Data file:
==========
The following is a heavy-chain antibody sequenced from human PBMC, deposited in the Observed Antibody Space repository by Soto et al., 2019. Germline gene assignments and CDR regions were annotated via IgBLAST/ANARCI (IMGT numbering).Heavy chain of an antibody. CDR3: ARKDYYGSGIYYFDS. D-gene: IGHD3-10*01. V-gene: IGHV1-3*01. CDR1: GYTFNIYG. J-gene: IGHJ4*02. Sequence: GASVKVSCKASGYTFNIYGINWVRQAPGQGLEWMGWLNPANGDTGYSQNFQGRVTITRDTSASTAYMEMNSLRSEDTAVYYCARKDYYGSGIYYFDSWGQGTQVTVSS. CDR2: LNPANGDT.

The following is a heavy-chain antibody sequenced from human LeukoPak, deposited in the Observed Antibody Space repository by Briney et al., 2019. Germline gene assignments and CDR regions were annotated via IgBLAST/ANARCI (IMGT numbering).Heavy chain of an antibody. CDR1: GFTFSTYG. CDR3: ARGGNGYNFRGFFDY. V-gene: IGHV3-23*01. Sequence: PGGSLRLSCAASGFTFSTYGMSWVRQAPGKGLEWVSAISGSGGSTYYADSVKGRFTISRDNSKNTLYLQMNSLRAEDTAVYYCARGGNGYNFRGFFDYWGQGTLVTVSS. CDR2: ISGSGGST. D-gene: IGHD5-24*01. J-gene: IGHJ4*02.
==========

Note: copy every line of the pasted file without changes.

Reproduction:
The following is a heavy-chain antibody sequenced from human PBMC, deposited in the Observed Antibody Space repository by Soto et al., 2019. Germline gene assignments and CDR regions were annotated via IgBLAST/ANARCI (IMGT numbering).Heavy chain of an antibody. CDR3: ARKDYYGSGIYYFDS. D-gene: IGHD3-10*01. V-gene: IGHV1-3*01. CDR1: GYTFNIYG. J-gene: IGHJ4*02. Sequence: GASVKVSCKASGYTFNIYGINWVRQAPGQGLEWMGWLNPANGDTGYSQNFQGRVTITRDTSASTAYMEMNSLRSEDTAVYYCARKDYYGSGIYYFDSWGQGTQVTVSS. CDR2: LNPANGDT.

The following is a heavy-chain antibody sequenced from human LeukoPak, deposited in the Observed Antibody Space repository by Briney et al., 2019. Germline gene assignments and CDR regions were annotated via IgBLAST/ANARCI (IMGT numbering).Heavy chain of an antibody. CDR1: GFTFSTYG. CDR3: ARGGNGYNFRGFFDY. V-gene: IGHV3-23*01. Sequence: PGGSLRLSCAASGFTFSTYGMSWVRQAPGKGLEWVSAISGSGGSTYYADSVKGRFTISRDNSKNTLYLQMNSLRAEDTAVYYCARGGNGYNFRGFFDYWGQGTLVTVSS. CDR2: ISGSGGST. D-gene: IGHD5-24*01. J-gene: IGHJ4*02.